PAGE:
Having found the recent Amazon discount price on the Delta 34-184
Tenoning Jig too attractive to pass up, I ordered one along with a
OSHA safety harness and a Forrest WoodWorker II 40T blade.
I generally build my own jigs, but felt the heavy construction and
heavy speed clamp would be an advantage over a homemade MDF tenon jig.
The unit is, of course, made in China - as is most everything made
from cast iron these days. The castings are a bit rough, with the
occasional surface void in the more difficult to pour positions. The
unit is quite heavy, which is a plus in use.
Removing the cosmolene with mineral spirits took about 15 minutes, and
assembly is fairly straightforward. However, upon mounting the jig to
the tablesaw, I found that it rocked on it's baseplate severely.
Subsequent checks with a straightedge and feeler gauges and depth
micrometer showed that the base is poorly milled, and is out by .028"
diagonally, and over .010" laterally. This contributes to a total
lack of stability which makes the prospects of milling a tenon with
truly vertical and parallel sides nearly impossible. Of course, this
can be dealt with, by lapping the plate extensively on a granite slab
or plate glass on MDF with sheet abrasives. This is being done
presently. The base is not solid on the bottom, but is full of ribs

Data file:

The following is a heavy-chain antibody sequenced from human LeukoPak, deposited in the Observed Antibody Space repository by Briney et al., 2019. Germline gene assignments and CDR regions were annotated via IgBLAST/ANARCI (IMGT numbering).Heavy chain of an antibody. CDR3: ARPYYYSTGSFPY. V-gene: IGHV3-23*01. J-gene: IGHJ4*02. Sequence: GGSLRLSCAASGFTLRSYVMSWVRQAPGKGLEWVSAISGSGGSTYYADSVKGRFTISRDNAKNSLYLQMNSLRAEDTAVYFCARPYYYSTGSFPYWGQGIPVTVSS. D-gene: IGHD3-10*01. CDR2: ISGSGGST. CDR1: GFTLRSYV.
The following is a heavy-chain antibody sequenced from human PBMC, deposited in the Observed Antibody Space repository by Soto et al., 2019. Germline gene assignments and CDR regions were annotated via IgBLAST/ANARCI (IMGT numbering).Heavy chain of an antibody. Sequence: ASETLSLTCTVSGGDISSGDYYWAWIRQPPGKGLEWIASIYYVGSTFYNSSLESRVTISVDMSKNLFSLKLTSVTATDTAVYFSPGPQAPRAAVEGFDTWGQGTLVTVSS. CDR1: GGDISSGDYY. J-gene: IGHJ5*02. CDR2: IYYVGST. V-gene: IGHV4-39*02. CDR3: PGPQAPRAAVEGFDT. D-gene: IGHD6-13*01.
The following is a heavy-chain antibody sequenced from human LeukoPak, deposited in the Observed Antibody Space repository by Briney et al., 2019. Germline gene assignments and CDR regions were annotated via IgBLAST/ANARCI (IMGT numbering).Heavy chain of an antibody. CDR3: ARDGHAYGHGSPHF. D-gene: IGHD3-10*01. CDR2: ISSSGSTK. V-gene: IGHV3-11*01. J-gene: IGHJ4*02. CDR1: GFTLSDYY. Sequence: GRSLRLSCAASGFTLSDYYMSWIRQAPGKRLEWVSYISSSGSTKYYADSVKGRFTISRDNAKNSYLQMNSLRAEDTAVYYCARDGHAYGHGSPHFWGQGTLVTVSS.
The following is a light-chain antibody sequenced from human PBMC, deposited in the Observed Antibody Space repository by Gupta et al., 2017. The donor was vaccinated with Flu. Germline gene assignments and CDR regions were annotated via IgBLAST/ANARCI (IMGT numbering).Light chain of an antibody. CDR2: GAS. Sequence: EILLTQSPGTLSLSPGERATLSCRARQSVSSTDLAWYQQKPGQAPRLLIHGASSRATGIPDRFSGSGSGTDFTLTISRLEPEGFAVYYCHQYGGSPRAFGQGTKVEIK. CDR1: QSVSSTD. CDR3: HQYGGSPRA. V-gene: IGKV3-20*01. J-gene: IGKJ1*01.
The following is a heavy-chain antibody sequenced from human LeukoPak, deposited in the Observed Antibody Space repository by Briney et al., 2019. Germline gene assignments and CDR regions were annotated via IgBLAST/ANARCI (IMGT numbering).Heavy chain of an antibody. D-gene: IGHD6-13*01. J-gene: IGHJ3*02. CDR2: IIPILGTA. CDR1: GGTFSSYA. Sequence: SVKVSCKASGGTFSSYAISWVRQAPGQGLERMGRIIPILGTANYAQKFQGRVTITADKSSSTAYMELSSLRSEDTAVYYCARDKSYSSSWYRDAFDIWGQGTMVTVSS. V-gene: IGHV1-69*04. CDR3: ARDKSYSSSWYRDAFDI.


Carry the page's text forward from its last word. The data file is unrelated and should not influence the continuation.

and cavities that while making the lapping job easier, also makes it
easier to trap crud underneath and catch on the table and insert edge.
As with so many contemporary Chinese Delta products, this is more like
a Tenon Jig Kit, than a final, ready to use product. All the bits and
pieces are there, but they need fettling to be truly useful.
The jig has a linear measuring scale for adjustment, but it is
difficult to read - a chrome plated steel rod with engraved numbers
and markers. I filled the engraved markings with paint to make them
more legible. It is difficult to find a paint color that really
stands out against the chrome surface, however, I doubt the scale is
really all that useful either way. The scale pointer is adjustable,
and the scale reads from 0 to 3 inches.
You may angle the rear stock support to cut angled tenons, but there
is no scale. There IS a 90 degree adjustable stop, however. It tilts
from 90 to 43 degrees as supplied. The milling of the slot that
clamps the support is not flat, so that the ratchet-head clamp lever
that locks it into place requires re-positioning to lock the backstop
into various positions. I will be milling the slot to an even
thickness to alleviate this aggravation.
The chrome plated speed crank used for clamping the stock to the jig
is one of the finer points of this contraption. It has a large foot
and is counterbalanced, so that even though the handle is large, it
can be spun around to speed the clamping process. I would advise
lubricating the inside of the cap to screw-shaft junction and the
threads with graphite, moly, or even paraffin to ease wear on this
item and make it easier to spin down.